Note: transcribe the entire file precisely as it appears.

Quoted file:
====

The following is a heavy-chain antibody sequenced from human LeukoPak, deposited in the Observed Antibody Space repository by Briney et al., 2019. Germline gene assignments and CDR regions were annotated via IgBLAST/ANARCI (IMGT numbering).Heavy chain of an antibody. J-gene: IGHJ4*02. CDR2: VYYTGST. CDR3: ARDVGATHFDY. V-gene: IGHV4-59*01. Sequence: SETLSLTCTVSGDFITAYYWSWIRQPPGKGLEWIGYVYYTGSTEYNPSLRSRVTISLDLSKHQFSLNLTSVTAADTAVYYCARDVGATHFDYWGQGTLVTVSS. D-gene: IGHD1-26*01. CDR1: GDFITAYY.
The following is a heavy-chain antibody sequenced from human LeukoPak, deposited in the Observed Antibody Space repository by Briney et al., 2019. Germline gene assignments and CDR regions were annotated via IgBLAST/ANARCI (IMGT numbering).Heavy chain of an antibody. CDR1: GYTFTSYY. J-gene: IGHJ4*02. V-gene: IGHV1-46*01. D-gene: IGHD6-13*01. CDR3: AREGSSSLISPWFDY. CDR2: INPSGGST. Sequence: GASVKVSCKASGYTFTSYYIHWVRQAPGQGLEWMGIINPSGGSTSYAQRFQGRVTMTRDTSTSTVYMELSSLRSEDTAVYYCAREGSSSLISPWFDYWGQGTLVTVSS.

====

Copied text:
The following is a heavy-chain antibody sequenced from human LeukoPak, deposited in the Observed Antibody Space repository by Briney et al., 2019. Germline gene assignments and CDR regions were annotated via IgBLAST/ANARCI (IMGT numbering).Heavy chain of an antibody. J-gene: IGHJ4*02. CDR2: VYYTGST. CDR3: ARDVGATHFDY. V-gene: IGHV4-59*01. Sequence: SETLSLTCTVSGDFITAYYWSWIRQPPGKGLEWIGYVYYTGSTEYNPSLRSRVTISLDLSKHQFSLNLTSVTAADTAVYYCARDVGATHFDYWGQGTLVTVSS. D-gene: IGHD1-26*01. CDR1: GDFITAYY.
The following is a heavy-chain antibody sequenced from human LeukoPak, deposited in the Observed Antibody Space repository by Briney et al., 2019. Germline gene assignments and CDR regions were annotated via IgBLAST/ANARCI (IMGT numbering).Heavy chain of an antibody. CDR1: GYTFTSYY. J-gene: IGHJ4*02. V-gene: IGHV1-46*01. D-gene: IGHD6-13*01. CDR3: AREGSSSLISPWFDY. CDR2: INPSGGST. Sequence: GASVKVSCKASGYTFTSYYIHWVRQAPGQGLEWMGIINPSGGSTSYAQRFQGRVTMTRDTSTSTVYMELSSLRSEDTAVYYCAREGSSSLISPWFDYWGQGTLVTVSS.